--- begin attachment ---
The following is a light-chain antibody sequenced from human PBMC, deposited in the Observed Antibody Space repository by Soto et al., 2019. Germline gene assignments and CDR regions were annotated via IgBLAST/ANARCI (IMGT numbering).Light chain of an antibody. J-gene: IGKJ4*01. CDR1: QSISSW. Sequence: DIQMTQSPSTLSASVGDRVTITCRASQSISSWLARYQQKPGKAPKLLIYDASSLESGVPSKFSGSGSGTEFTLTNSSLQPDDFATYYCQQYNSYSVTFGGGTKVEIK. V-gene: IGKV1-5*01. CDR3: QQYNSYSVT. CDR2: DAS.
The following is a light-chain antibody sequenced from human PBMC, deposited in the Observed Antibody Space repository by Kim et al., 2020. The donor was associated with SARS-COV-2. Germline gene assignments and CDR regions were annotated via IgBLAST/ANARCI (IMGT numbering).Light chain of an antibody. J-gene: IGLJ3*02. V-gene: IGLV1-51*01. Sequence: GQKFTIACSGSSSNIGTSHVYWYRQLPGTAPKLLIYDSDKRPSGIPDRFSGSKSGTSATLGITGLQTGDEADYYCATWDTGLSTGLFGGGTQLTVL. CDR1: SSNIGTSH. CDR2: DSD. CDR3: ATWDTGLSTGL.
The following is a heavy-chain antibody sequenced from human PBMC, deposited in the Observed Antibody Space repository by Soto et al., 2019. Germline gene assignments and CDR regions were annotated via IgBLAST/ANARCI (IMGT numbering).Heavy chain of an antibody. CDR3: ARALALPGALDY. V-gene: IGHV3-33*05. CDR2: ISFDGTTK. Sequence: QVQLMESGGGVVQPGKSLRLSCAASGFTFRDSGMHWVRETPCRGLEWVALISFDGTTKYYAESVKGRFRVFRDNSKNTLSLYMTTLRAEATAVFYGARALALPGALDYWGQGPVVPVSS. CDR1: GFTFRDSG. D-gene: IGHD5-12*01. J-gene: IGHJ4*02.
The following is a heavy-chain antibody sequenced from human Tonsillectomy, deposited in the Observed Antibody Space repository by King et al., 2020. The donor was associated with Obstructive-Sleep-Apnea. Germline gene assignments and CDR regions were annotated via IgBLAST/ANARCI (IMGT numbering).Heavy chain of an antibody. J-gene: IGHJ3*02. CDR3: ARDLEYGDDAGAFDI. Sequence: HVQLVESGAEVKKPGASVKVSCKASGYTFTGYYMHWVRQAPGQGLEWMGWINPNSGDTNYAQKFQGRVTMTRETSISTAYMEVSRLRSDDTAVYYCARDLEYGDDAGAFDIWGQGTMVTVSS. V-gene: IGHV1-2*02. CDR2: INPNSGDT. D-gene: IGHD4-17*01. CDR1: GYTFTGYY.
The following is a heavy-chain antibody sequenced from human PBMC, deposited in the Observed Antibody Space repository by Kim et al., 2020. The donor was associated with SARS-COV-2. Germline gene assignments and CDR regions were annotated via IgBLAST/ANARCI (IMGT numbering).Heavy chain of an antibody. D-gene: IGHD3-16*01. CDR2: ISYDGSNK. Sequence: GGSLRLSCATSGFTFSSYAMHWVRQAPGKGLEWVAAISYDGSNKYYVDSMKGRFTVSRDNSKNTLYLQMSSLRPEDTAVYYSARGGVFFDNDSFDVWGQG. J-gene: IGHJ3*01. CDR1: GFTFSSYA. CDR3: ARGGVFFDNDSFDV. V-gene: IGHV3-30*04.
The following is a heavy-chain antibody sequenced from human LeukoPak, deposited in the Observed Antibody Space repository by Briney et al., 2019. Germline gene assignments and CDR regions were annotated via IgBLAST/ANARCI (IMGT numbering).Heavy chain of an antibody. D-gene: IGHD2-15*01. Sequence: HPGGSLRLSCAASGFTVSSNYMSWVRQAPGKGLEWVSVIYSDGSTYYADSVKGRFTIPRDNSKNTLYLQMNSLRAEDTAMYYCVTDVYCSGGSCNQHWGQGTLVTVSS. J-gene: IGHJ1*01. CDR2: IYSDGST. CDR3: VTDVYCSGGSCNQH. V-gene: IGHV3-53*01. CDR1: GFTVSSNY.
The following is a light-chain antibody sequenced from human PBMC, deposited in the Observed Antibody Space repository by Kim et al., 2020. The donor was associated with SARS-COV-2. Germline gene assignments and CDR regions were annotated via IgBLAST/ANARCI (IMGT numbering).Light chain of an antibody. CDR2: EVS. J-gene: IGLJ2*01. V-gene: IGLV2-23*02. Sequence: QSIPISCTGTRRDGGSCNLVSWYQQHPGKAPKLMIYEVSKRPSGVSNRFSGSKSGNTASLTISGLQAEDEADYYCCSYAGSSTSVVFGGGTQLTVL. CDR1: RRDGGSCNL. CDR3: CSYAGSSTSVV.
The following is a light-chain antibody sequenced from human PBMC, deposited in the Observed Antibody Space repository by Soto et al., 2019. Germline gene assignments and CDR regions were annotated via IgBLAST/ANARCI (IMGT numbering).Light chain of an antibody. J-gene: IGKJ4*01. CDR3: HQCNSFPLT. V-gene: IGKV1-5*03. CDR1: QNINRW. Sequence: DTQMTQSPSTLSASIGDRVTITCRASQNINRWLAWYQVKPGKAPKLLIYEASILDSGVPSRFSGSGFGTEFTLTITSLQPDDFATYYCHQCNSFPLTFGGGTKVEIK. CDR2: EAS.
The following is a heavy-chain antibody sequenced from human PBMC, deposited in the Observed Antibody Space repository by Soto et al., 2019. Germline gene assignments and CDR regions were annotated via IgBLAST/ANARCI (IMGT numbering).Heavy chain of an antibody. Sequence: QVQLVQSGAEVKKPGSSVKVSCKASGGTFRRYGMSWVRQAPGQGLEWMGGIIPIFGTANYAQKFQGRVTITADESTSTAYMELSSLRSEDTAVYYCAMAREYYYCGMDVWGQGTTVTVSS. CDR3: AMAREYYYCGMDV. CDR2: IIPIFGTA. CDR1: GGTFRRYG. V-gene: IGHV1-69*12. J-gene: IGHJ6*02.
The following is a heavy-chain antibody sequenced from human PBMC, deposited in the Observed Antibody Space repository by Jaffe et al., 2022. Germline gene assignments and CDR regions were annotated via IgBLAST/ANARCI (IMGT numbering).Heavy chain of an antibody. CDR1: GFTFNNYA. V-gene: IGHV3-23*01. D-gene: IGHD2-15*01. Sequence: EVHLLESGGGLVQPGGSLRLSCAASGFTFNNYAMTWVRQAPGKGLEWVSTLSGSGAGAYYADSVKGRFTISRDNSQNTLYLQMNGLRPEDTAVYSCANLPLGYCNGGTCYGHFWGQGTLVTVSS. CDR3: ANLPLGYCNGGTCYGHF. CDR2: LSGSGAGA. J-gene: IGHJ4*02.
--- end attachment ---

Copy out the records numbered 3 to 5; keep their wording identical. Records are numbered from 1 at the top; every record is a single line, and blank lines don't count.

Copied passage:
The following is a heavy-chain antibody sequenced from human PBMC, deposited in the Observed Antibody Space repository by Soto et al., 2019. Germline gene assignments and CDR regions were annotated via IgBLAST/ANARCI (IMGT numbering).Heavy chain of an antibody. CDR3: ARALALPGALDY. V-gene: IGHV3-33*05. CDR2: ISFDGTTK. Sequence: QVQLMESGGGVVQPGKSLRLSCAASGFTFRDSGMHWVRETPCRGLEWVALISFDGTTKYYAESVKGRFRVFRDNSKNTLSLYMTTLRAEATAVFYGARALALPGALDYWGQGPVVPVSS. CDR1: GFTFRDSG. D-gene: IGHD5-12*01. J-gene: IGHJ4*02.
The following is a heavy-chain antibody sequenced from human Tonsillectomy, deposited in the Observed Antibody Space repository by King et al., 2020. The donor was associated with Obstructive-Sleep-Apnea. Germline gene assignments and CDR regions were annotated via IgBLAST/ANARCI (IMGT numbering).Heavy chain of an antibody. J-gene: IGHJ3*02. CDR3: ARDLEYGDDAGAFDI. Sequence: HVQLVESGAEVKKPGASVKVSCKASGYTFTGYYMHWVRQAPGQGLEWMGWINPNSGDTNYAQKFQGRVTMTRETSISTAYMEVSRLRSDDTAVYYCARDLEYGDDAGAFDIWGQGTMVTVSS. V-gene: IGHV1-2*02. CDR2: INPNSGDT. D-gene: IGHD4-17*01. CDR1: GYTFTGYY.
The following is a heavy-chain antibody sequenced from human PBMC, deposited in the Observed Antibody Space repository by Kim et al., 2020. The donor was associated with SARS-COV-2. Germline gene assignments and CDR regions were annotated via IgBLAST/ANARCI (IMGT numbering).Heavy chain of an antibody. D-gene: IGHD3-16*01. CDR2: ISYDGSNK. Sequence: GGSLRLSCATSGFTFSSYAMHWVRQAPGKGLEWVAAISYDGSNKYYVDSMKGRFTVSRDNSKNTLYLQMSSLRPEDTAVYYSARGGVFFDNDSFDVWGQG. J-gene: IGHJ3*01. CDR1: GFTFSSYA. CDR3: ARGGVFFDNDSFDV. V-gene: IGHV3-30*04.